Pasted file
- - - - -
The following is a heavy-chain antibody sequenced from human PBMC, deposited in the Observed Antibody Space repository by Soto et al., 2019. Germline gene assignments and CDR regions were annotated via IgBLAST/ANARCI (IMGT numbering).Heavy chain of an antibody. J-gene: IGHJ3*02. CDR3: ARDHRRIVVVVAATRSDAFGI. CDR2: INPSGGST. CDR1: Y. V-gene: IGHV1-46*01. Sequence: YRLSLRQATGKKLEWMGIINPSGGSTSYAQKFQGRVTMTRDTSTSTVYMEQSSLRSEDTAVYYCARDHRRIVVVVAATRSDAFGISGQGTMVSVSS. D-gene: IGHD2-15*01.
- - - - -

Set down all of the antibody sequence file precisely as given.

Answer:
The following is a heavy-chain antibody sequenced from human PBMC, deposited in the Observed Antibody Space repository by Soto et al., 2019. Germline gene assignments and CDR regions were annotated via IgBLAST/ANARCI (IMGT numbering).Heavy chain of an antibody. J-gene: IGHJ3*02. CDR3: ARDHRRIVVVVAATRSDAFGI. CDR2: INPSGGST. CDR1: Y. V-gene: IGHV1-46*01. Sequence: YRLSLRQATGKKLEWMGIINPSGGSTSYAQKFQGRVTMTRDTSTSTVYMEQSSLRSEDTAVYYCARDHRRIVVVVAATRSDAFGISGQGTMVSVSS. D-gene: IGHD2-15*01.